By JANE WILSON, Special Contributor | Published January 22, 2004
“In America,” Jim Sheridan’s story of an Irish family’s immigration to New York in search of a new life, may begin slowly, but by the end the film rewards the viewer with a huge emotional payoff and an uplifting message about how people can draw strength from each other to overcome adversity.
The film tells the story of Johnny and Sarah (Paddy Considine and Samantha Morton), a young Irish couple who have brought their two small daughters, Christy and Ariel, to live in Manhattan. Johnny hopes to find work as an actor, but never seems to land a part. He is told that, although technically correct, his acting lacks emotion. The family settles into the city and goes about creating a new life for themselves.
Each member seems to be adapting. As the story progresses, though, it becomes apparent that none of them has recovered from the death of the fifth member of the family, Johnny and Sarah’s son, Frankie. In the course of the film, as they cope with a complicated pregnancy and form a friendship with a neighbor living with AIDS, they learn to accept Frankie’s death and live with the loss, with an emphasis on learning to truly live again.
The film is paced leisurely, and the characters reveal themselves slowly. Each member of the family obviously cares for the others, but they are separated by the inability to express or acknowledge their emotions and fears. Only the youngest, Ariel, is able to put her feelings into words; she tells her family how lonely she feels without someone in whom she can confide her secrets. This leads to a scene in which the family visits a street fair, and Johnny tries to win a stuffed ET doll for his daughter. This scene demonstrates the complicated dynamics at work. Below a calm surface, Johnny feels helpless, Sarah is resigned to the worst, and only the two girls retain their hope.
The turning point in the story comes when the girls accidentally befriend Mateo (Djimon Hounsou), the “screaming man.” He is an artist who is dying of AIDS, and he faces his own mortality with rage. Johnny and Sarah, Christy and Ariel, each respond strongly to Mateo, and his presence allows them to communicate and acknowledge their own emotions more honestly. Once they begin to open up, they learn to rely on each other emotionally.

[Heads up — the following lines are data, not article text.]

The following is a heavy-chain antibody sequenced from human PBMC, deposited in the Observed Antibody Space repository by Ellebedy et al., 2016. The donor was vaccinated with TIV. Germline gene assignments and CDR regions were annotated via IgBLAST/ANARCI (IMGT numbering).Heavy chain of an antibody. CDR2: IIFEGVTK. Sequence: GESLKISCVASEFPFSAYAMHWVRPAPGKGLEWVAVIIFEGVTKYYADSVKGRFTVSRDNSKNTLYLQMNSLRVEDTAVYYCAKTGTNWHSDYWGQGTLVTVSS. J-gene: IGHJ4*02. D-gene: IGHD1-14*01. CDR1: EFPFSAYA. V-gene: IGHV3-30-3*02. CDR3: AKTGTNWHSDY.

The cast is uniformly excellent. The adults give restrained, believable performances in roles that could have easily become melodramatic. The two girls, Christy and Ariel, are played by real-life sisters Sarah Bolger and Emma Bolger. Their performances are nothing less than remarkable, both touching and charming. Christy is wise and brave, and looks at life through the lens of her camcorder. Ariel is more gregarious, but is often lonely. Both girls believe in the power of magic and faith, and their hope is their family’s anchor. The parents acknowledge that, at times, the only thing that keeps them going is their daughters.
It is interesting to note that the story has several elements of autobiography. Jim Sheridan wrote the screenplay with his two daughters, Naomi and Kirsten, based on some of their experiences when they came to the United States.
The Manhattan of the film is a romanticized version of the city. A coat of paint transforms a dilapidated loft filled with pigeons into a cozy home. The girls are safe as they sit in Johnny’s cab on the street or when Sarah gives them a pocketbook containing all the rent money and tells them to go on their own to the ice cream parlor. Even the neighborhood junkie has a nice side. Although the level of freedom enjoyed by the girls is nerve-wracking at times, the significance is that the two little girls see the wonderful possibilities inherent in their new home. They have made Manhattan into a village and strangers into friends.
The presence and absence of faith is an important topic in the film. The girls and their mother have a strong belief, evidenced by the girls’ prayer for their family and discussions of an afterlife, but Johnny has lost his faith in God after the death of his son. As the film comes to its conclusion, he learns to lean on the strength of his family and begins to see the beauty and magic possible in life again.
Although the film moves slowly at times, the characters and the emotions they portray are consistently honest and touching. “In America” is a story about what it means to choose to be truly alive to the world and the people around you.
Jane Wilson, a local writer and film enthusiast, holds a doctorate in English from the University of Georgia. She is a parishioner at St. Pius X Church, Conyers.